Croston, Lancashire GenealogyEdit This Page

From FamilySearch Wiki

Revision as of 16:34, 6 July 2012 by DunnPB (Talk | contribs)

England Gotoarrow.png Lancashire Gotoarrow.png Lancashire Parishes

See a List of Chapelries in Croston Parish

Croston Parish Church St Michael.jpg

Contents

Parish History

Croston is a village and civil parish in Lancashire, England between Chorley and Southport and is next to the River Yarrow. St. Michael's and All Angels' Church is at the centre of the village.

Croston St Michael and All Angels is an Ancient Parish in the county of Lancashire.Other places in the parish include: Ulnes Walton.

Croston began in the 7th century when St. Aidan arrived at the riverside settlements. In the absence of a church, a cross erected as a place of worship. Croston gets its name from 'cross' derived from the Irish and the Scandinavian word 'tun' which means town (cross-town). It is unique as there are no other Crostons in the UK.

Centuries ago the parish of Croston was far larger than it is today[citation needed]. It included Chorley, Much Hoole, Rufford, Bretherton, Mawdesley, Tarleton, Hesketh Bank, Bispham, Walmer Bridge and Ulnes Walton. A charter granted by Edward I in 1283 permitted an annual medieval fair and market to be held on the village green. Ancient maps also depict a castle which is believed to have been of a wooden construction because there is no evidence of a stone structure.

The Diocese of Blackburn is a Church of England diocese, covering much of Lancashire, created in 1926 from part of the Diocese of Manchester. The Diocese includes the towns of Blackburn, Blackpool, Burnley, and the cities of Lancaster, and Preston, as well as a large part of the Ribble Valley.

"CROSTON St Michael, a parish, and formerly a market-town, in the unions of Chorley and Wigan, hundred of Leyland, N. division of the county of Lancaster; comprising the townships of Bispham, Bretherton, Mawdesley, and Ulnes-Walton, 6½ miles west from Chorley. Croston anciently formed one of the most extensive...[parishes] in the county. At various periods...it has been divided into six independent parishes, viz.: Croston; Hoole, separated in 1642; Chorley, and Rufford, detached in 1793; and Tarleton, and Hesketh with Becconsall, detached in 1821. At Bretherton and Mawdesley are [also]separate chapels."[1]

Resources

Civil Registration

Birth, marriages and deaths were kept by the government, from July 1837 to the present day. The civil registration article tells more about these records. There are several Internet sites with name lists or indexes. A popular site is FreeBMD.

Online index of Lancashire Births, Marriages and Deaths Lancashire BMD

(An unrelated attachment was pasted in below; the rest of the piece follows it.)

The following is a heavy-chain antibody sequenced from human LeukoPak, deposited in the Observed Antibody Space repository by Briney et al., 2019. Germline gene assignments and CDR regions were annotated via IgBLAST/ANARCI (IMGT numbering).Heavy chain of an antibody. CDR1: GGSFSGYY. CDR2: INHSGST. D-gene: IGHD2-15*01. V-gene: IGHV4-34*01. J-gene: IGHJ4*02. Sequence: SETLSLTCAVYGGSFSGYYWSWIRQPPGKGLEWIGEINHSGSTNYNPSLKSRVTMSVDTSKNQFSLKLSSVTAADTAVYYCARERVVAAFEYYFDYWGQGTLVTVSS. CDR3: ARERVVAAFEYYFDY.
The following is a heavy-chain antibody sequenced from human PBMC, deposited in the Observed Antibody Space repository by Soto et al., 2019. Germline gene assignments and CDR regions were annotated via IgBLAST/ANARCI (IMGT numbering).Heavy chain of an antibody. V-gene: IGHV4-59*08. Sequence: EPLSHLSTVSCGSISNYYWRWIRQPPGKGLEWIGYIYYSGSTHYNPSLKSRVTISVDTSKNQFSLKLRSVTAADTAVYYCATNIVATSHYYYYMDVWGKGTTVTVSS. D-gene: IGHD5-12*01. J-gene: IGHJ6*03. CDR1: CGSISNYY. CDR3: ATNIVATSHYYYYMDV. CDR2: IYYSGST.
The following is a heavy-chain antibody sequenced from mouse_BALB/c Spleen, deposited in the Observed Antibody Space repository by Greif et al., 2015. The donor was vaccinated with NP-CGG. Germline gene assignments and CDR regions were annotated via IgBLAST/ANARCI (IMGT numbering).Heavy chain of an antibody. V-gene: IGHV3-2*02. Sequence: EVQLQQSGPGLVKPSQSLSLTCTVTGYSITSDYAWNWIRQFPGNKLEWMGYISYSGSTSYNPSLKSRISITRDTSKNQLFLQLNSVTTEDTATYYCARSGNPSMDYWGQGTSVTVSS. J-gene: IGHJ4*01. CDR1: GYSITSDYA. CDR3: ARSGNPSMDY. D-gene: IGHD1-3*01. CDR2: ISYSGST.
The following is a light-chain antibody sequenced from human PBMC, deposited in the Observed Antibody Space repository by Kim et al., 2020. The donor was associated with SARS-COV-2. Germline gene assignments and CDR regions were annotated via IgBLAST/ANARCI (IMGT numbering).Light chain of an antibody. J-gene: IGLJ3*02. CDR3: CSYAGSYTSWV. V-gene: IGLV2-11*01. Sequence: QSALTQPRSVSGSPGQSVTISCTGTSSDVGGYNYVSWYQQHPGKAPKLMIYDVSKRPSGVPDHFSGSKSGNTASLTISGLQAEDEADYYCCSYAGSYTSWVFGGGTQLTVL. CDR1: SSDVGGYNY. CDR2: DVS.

Lancashire Online Parish Clerks

An extremely useful resource for research in Lancashire Parishes http://www.lan-opc.org.uk/


Church records

Online Records

Croston Parish registers and those chapelry registers of its 4 chapels of ease have mostly been transcribed and posted online at the following web sites:

[FS = FamilySearch.org; LOPC = Lancashire Online Parish Clerk project]; AC = Ancestry.co.uk

Church Name (Year Registers Began) FS LOPC AC 
CROSTON PARISH* - 1543 1538-1874 1543-1948 1545-1685
Bretherton Chapelry - 1819  1819-1883bap; 1829-1883 marrs  1843-1920 None 
Hesketh with Becconsall - 1741 1745-1858 1745-1900  None
Mawdesley - 1841 1841-1873 None None
Tarleton Holy Trinity (frmrly St Mary) - 1719 1719-1856 1719-1909 None

Census records

Census records from 1841 to 1911 are available online. For access, see England Census Records and Indexes Online. Census records from 1841 to 1891 are also available on film through a Family History Center or at the Family History Library. The first film number is 306911.


http://www.1881pubs.com/ for details of public houses in the 1881 census

Poor Law Unions

Chorley Poor Law Union, Lancashire



Probate records

Records of wills, administrations, inventories, indexes, etc. were filed by the court with jurisdiction over this parish. Go to Lancashire Probate Records to find the name of the court having primary jurisdiction. Scroll down in the article to the section Court Jurisdictions by Parish.

Maps and Gazetteers

Maps are a visual look at the locations in England. Gazetteers contain brief summaries about a place.

Web sites

References

  1. A Topographical Dictionary of England by Samuel Lewis (1848), pp. 733-737. URL: http://www.british-history.ac.uk/report.aspx?compid=50907 Adapted. Date accessed: 29 June 2010.

 

Need wiki, indexing, or website help? Contact our product teams.


Did you find this article helpful?

You're invited to explain your rating on the discussion page (you must be signed in).